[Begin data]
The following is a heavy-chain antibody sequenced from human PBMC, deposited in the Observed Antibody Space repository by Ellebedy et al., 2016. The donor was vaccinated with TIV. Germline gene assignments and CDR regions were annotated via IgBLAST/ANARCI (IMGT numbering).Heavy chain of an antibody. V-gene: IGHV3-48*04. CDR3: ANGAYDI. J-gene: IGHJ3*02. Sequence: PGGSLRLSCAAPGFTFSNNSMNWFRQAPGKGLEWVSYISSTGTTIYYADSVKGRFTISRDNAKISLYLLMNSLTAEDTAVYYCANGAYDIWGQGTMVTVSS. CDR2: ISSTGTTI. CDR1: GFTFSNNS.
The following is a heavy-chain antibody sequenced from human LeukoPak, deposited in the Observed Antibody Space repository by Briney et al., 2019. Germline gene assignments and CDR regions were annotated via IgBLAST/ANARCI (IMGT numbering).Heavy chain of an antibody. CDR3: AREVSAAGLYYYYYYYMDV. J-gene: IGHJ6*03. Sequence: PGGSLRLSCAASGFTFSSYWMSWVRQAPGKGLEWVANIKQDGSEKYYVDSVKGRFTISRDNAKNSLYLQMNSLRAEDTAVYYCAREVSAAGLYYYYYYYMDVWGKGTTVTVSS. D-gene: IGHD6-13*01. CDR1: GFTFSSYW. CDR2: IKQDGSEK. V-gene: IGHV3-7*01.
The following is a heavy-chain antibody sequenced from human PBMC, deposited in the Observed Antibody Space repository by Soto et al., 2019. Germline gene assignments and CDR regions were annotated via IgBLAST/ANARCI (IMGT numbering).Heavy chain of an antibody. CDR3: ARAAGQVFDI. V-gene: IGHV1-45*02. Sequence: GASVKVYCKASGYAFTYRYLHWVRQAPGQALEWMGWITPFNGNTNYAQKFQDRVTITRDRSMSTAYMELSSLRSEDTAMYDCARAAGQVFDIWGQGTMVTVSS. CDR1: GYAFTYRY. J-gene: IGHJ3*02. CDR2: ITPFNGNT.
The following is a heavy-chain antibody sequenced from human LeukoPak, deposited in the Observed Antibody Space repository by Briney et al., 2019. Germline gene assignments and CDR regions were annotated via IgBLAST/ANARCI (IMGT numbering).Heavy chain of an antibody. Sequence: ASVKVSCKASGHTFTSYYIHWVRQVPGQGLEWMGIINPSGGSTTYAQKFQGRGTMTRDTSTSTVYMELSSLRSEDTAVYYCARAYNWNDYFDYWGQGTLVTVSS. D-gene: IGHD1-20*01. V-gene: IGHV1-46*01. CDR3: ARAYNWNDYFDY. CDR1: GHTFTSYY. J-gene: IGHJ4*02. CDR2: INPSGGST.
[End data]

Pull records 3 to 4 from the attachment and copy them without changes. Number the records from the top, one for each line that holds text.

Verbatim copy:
The following is a heavy-chain antibody sequenced from human PBMC, deposited in the Observed Antibody Space repository by Soto et al., 2019. Germline gene assignments and CDR regions were annotated via IgBLAST/ANARCI (IMGT numbering).Heavy chain of an antibody. CDR3: ARAAGQVFDI. V-gene: IGHV1-45*02. Sequence: GASVKVYCKASGYAFTYRYLHWVRQAPGQALEWMGWITPFNGNTNYAQKFQDRVTITRDRSMSTAYMELSSLRSEDTAMYDCARAAGQVFDIWGQGTMVTVSS. CDR1: GYAFTYRY. J-gene: IGHJ3*02. CDR2: ITPFNGNT.
The following is a heavy-chain antibody sequenced from human LeukoPak, deposited in the Observed Antibody Space repository by Briney et al., 2019. Germline gene assignments and CDR regions were annotated via IgBLAST/ANARCI (IMGT numbering).Heavy chain of an antibody. Sequence: ASVKVSCKASGHTFTSYYIHWVRQVPGQGLEWMGIINPSGGSTTYAQKFQGRGTMTRDTSTSTVYMELSSLRSEDTAVYYCARAYNWNDYFDYWGQGTLVTVSS. D-gene: IGHD1-20*01. V-gene: IGHV1-46*01. CDR3: ARAYNWNDYFDY. CDR1: GHTFTSYY. J-gene: IGHJ4*02. CDR2: INPSGGST.